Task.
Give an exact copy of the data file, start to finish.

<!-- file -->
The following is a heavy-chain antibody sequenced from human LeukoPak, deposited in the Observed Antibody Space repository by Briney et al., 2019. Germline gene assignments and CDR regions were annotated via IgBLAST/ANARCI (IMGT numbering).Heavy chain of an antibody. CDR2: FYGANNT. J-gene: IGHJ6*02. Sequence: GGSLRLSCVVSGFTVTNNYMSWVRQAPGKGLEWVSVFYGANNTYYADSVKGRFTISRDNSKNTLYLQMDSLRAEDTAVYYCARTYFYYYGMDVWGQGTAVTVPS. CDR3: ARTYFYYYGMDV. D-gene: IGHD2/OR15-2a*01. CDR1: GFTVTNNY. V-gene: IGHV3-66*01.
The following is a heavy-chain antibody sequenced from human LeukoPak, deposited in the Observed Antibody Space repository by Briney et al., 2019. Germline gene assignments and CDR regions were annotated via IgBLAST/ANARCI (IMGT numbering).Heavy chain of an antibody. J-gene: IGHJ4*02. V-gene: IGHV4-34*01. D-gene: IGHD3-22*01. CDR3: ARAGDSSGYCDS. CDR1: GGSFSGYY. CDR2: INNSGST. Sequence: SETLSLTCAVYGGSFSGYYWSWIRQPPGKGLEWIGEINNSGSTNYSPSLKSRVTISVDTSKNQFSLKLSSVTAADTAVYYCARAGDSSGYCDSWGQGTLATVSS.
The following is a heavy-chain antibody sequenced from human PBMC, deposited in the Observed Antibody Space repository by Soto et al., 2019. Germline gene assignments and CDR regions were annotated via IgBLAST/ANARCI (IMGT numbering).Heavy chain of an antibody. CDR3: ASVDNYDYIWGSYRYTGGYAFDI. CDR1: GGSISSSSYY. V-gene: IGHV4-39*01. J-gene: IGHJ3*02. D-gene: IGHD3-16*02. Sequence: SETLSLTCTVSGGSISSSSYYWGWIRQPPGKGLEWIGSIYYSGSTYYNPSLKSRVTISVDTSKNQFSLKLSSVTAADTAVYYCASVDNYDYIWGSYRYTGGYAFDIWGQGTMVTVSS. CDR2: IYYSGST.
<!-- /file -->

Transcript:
The following is a heavy-chain antibody sequenced from human LeukoPak, deposited in the Observed Antibody Space repository by Briney et al., 2019. Germline gene assignments and CDR regions were annotated via IgBLAST/ANARCI (IMGT numbering).Heavy chain of an antibody. CDR2: FYGANNT. J-gene: IGHJ6*02. Sequence: GGSLRLSCVVSGFTVTNNYMSWVRQAPGKGLEWVSVFYGANNTYYADSVKGRFTISRDNSKNTLYLQMDSLRAEDTAVYYCARTYFYYYGMDVWGQGTAVTVPS. CDR3: ARTYFYYYGMDV. D-gene: IGHD2/OR15-2a*01. CDR1: GFTVTNNY. V-gene: IGHV3-66*01.
The following is a heavy-chain antibody sequenced from human LeukoPak, deposited in the Observed Antibody Space repository by Briney et al., 2019. Germline gene assignments and CDR regions were annotated via IgBLAST/ANARCI (IMGT numbering).Heavy chain of an antibody. J-gene: IGHJ4*02. V-gene: IGHV4-34*01. D-gene: IGHD3-22*01. CDR3: ARAGDSSGYCDS. CDR1: GGSFSGYY. CDR2: INNSGST. Sequence: SETLSLTCAVYGGSFSGYYWSWIRQPPGKGLEWIGEINNSGSTNYSPSLKSRVTISVDTSKNQFSLKLSSVTAADTAVYYCARAGDSSGYCDSWGQGTLATVSS.
The following is a heavy-chain antibody sequenced from human PBMC, deposited in the Observed Antibody Space repository by Soto et al., 2019. Germline gene assignments and CDR regions were annotated via IgBLAST/ANARCI (IMGT numbering).Heavy chain of an antibody. CDR3: ASVDNYDYIWGSYRYTGGYAFDI. CDR1: GGSISSSSYY. V-gene: IGHV4-39*01. J-gene: IGHJ3*02. D-gene: IGHD3-16*02. Sequence: SETLSLTCTVSGGSISSSSYYWGWIRQPPGKGLEWIGSIYYSGSTYYNPSLKSRVTISVDTSKNQFSLKLSSVTAADTAVYYCASVDNYDYIWGSYRYTGGYAFDIWGQGTMVTVSS. CDR2: IYYSGST.